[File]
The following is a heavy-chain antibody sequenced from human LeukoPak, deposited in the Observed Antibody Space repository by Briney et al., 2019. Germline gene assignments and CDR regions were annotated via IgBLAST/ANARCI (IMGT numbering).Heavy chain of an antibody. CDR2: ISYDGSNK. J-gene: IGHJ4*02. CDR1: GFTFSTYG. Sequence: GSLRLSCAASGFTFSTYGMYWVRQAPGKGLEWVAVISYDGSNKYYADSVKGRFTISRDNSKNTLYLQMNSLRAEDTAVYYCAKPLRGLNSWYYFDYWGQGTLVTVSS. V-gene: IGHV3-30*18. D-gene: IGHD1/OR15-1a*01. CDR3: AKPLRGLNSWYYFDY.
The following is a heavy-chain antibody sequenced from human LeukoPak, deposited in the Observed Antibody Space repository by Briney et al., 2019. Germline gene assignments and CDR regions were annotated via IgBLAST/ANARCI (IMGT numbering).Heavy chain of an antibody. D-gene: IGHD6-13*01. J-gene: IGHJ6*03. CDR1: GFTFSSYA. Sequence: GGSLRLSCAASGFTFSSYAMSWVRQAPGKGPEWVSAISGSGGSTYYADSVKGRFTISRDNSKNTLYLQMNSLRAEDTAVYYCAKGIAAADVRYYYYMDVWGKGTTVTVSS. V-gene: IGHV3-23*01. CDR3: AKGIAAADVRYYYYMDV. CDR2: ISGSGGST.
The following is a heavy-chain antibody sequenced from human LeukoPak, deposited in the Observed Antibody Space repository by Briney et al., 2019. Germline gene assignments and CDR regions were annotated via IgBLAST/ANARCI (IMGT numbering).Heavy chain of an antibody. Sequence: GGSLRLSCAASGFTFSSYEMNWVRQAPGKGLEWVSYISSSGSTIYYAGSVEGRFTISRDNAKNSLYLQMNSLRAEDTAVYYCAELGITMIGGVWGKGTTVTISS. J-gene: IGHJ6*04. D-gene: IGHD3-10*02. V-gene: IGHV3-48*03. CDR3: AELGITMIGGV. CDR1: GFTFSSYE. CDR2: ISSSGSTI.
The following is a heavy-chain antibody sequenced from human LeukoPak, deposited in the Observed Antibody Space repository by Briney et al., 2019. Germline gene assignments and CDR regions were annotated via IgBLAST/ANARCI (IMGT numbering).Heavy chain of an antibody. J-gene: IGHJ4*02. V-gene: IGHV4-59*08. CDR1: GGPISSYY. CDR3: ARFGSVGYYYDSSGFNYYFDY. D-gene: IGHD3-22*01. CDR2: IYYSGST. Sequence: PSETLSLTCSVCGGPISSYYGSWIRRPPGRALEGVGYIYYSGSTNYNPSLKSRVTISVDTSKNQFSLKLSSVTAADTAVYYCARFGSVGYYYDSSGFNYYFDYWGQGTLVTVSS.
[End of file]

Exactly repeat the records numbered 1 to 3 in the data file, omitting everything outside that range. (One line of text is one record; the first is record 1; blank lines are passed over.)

The following is a heavy-chain antibody sequenced from human LeukoPak, deposited in the Observed Antibody Space repository by Briney et al., 2019. Germline gene assignments and CDR regions were annotated via IgBLAST/ANARCI (IMGT numbering).Heavy chain of an antibody. CDR2: ISYDGSNK. J-gene: IGHJ4*02. CDR1: GFTFSTYG. Sequence: GSLRLSCAASGFTFSTYGMYWVRQAPGKGLEWVAVISYDGSNKYYADSVKGRFTISRDNSKNTLYLQMNSLRAEDTAVYYCAKPLRGLNSWYYFDYWGQGTLVTVSS. V-gene: IGHV3-30*18. D-gene: IGHD1/OR15-1a*01. CDR3: AKPLRGLNSWYYFDY.
The following is a heavy-chain antibody sequenced from human LeukoPak, deposited in the Observed Antibody Space repository by Briney et al., 2019. Germline gene assignments and CDR regions were annotated via IgBLAST/ANARCI (IMGT numbering).Heavy chain of an antibody. D-gene: IGHD6-13*01. J-gene: IGHJ6*03. CDR1: GFTFSSYA. Sequence: GGSLRLSCAASGFTFSSYAMSWVRQAPGKGPEWVSAISGSGGSTYYADSVKGRFTISRDNSKNTLYLQMNSLRAEDTAVYYCAKGIAAADVRYYYYMDVWGKGTTVTVSS. V-gene: IGHV3-23*01. CDR3: AKGIAAADVRYYYYMDV. CDR2: ISGSGGST.
The following is a heavy-chain antibody sequenced from human LeukoPak, deposited in the Observed Antibody Space repository by Briney et al., 2019. Germline gene assignments and CDR regions were annotated via IgBLAST/ANARCI (IMGT numbering).Heavy chain of an antibody. Sequence: GGSLRLSCAASGFTFSSYEMNWVRQAPGKGLEWVSYISSSGSTIYYAGSVEGRFTISRDNAKNSLYLQMNSLRAEDTAVYYCAELGITMIGGVWGKGTTVTISS. J-gene: IGHJ6*04. D-gene: IGHD3-10*02. V-gene: IGHV3-48*03. CDR3: AELGITMIGGV. CDR1: GFTFSSYE. CDR2: ISSSGSTI.